Evolving procedures continue to change the landscape of glaucoma treatments. Chief Optometric Editor Benjamin P. Casella, OD, FAAO, explores how the use of minimally (or micro-) invasive glaucoma surgery (MIGS) techniques can increase positive outcomes when treating glaucoma patients.
Historically, first-line treatment of glaucoma has been topical therapy in a vast majority of cases with laser trabeculoplasty being favored when drops alone do not achieve target intraocular pressure (IOP).
Surgical intervention was traditionally reserved for advanced glaucoma cases in which other modes of treatment were determined to be insufficient. This is due to the fact that undergoing trabeculectomy can set the patient up for several adverse side effects.
Side effects from trabeculectomy may include hyphema, bleb leak, choroidal effusion, and infection.
Minimally (or micro-) invasive glaucoma surgery (MIGS) advancements have changed how glaucoma surgery is viewed due to their lower side effect profile compared to past glaucoma surgeries.
Previously from Dr. Casella: The dangers of starting and stopping glaucoma treatment
The iStent (Glaukos), for example, is inserted directly into the trabecular meshwork during a procedure combined with cataract surgery in order to facilitate trabecular drainage into Schelmm's canal.1 This mechanism creates a way of bypassing part of the trabecular meshwork, which is the location of the most aqueous outflow and is the largest area of resistance to outflow. Another MIGS device, XEN Gel Stent (Allergan) shunts fluid directly from the aqueous chamber to the subconjunctival space, thus creating a new drainage pathway.
Episcleral venous pressure is the limit of IOP reduction. This means that IOP cannot fall below episcleral venous pressure.1 This principle may account for why some patients improve following implantation of iStent better than others.
A previously untapped part of ocular anatomy with respect to glaucoma is the suprachoroidal space between the choroid and the sclera. This space is malleable and can accommodate fluid-such as aqueous humor.
Checking a patient’s IOP after blunt force trauma to the eyeball is important for determining whether or not a break occurred and if aqueous humor was let into the suprachoroidal space. If a break occurred, it can cause extremely low IOP and needs to be fixed.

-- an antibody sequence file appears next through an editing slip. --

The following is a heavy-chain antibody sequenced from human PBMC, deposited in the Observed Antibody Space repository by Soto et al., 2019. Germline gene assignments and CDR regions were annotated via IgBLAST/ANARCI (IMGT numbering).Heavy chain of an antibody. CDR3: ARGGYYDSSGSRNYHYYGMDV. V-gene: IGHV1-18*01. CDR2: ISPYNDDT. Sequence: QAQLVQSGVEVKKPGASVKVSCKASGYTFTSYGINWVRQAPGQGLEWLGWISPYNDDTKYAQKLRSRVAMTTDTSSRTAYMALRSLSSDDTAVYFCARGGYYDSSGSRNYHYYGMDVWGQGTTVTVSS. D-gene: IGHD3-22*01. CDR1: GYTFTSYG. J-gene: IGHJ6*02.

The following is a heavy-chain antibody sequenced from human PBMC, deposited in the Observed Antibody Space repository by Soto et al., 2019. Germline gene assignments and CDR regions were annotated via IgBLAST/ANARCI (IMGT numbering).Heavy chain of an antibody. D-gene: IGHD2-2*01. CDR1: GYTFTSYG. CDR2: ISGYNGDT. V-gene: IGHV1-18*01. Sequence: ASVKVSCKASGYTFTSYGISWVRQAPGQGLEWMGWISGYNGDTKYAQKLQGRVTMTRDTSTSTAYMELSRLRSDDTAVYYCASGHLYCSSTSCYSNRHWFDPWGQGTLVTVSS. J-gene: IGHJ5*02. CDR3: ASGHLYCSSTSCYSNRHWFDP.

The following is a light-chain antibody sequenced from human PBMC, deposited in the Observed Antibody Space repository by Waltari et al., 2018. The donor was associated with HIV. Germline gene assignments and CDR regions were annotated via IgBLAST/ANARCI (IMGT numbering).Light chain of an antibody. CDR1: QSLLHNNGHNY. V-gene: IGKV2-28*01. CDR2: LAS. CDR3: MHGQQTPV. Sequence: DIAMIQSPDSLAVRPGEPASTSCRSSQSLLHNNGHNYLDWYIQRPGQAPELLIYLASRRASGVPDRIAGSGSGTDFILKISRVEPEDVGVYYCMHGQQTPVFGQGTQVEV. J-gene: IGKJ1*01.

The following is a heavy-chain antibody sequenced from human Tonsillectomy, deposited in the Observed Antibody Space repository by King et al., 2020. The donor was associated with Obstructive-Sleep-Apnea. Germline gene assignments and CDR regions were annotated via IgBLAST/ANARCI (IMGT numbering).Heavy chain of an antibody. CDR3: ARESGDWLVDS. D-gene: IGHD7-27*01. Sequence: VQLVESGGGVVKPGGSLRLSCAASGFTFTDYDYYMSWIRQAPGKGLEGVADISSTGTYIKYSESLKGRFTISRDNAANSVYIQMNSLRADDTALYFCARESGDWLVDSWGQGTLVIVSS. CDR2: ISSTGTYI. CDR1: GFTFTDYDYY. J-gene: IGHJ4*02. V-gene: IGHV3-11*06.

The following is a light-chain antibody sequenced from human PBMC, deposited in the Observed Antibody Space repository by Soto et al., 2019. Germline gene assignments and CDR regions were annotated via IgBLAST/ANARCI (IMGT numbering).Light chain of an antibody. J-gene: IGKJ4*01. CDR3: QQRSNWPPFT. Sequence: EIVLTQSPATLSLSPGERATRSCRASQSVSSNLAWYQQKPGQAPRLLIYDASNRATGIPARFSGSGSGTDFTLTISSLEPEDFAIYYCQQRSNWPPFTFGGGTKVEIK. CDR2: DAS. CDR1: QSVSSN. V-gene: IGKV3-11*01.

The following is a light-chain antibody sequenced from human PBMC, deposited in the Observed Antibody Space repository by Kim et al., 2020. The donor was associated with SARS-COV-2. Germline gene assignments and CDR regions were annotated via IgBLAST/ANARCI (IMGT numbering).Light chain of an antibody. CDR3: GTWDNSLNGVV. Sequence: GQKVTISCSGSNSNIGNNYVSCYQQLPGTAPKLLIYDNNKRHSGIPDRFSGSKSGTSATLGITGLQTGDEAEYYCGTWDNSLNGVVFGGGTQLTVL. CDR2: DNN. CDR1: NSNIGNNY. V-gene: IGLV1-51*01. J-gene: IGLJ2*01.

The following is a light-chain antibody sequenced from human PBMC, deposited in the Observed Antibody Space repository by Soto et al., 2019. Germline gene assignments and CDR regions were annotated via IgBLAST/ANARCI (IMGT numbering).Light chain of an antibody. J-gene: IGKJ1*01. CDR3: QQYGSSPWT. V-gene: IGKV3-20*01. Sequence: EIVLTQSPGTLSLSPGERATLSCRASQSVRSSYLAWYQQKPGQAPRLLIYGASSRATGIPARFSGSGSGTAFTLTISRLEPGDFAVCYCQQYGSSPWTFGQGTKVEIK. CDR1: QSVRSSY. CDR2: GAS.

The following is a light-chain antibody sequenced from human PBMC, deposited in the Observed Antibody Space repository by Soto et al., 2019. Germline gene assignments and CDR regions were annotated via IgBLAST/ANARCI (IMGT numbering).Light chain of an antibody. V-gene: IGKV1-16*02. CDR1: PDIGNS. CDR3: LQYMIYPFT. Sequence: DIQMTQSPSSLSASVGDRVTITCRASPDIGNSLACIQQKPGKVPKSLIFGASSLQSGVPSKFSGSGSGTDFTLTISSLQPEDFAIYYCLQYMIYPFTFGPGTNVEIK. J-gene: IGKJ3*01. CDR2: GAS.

Creating a controlled breach between the anterior chamber and the suprachoroidal space is a new technique. CyPass (Alcon Inc.) is a stent that creates such a communication.1 It is just over 6 mm in length and is inserted through a corneal incision.
In addition to being a potential space for the drainage of aqueous humor, the suprachoroidal space is also being studied as a potential drug delivery site for retinal diseases.2 The FDA requires comparison of such novel technologies to conventional treatment such as topical medications.
With that said, it would not be far-fetched for a procedure such as these aforementioned or facsimiles thereof to become first-line preference one day. Insurance coverage for newer surgical procedures typically falls short if documented efficacy of conventional therapy seems sufficient. As more companies invest in research and development, our aging population will soon have more options for therapy and competition may drive down the cost of MIGS procedures.
Scientists should continue to strive to discover therapies that rely less on patient participation, such as using drops-sometimes numerous drops-every day. Health care is trending toward lessening the burden on the patient, which should lead to better patient outcomes.
We likely all have patients who would benefit greatly from these novel surgical techniques.
1. Pillunat LE, Erb C, JÃ¼nemann AG, Kimmich F. Micro-invasive glaucoma surgery (MIGS): a review of surgical procedures using stents. Clin Ophthalmol. 2017 Aug 29;11:1583-1600.
2. Moisseiev E, Loewenstein A, Yiu G. The suprachoroidal space: from potential space to a space with potential. Clin Ophthalmol. 2016; 10: 173–178.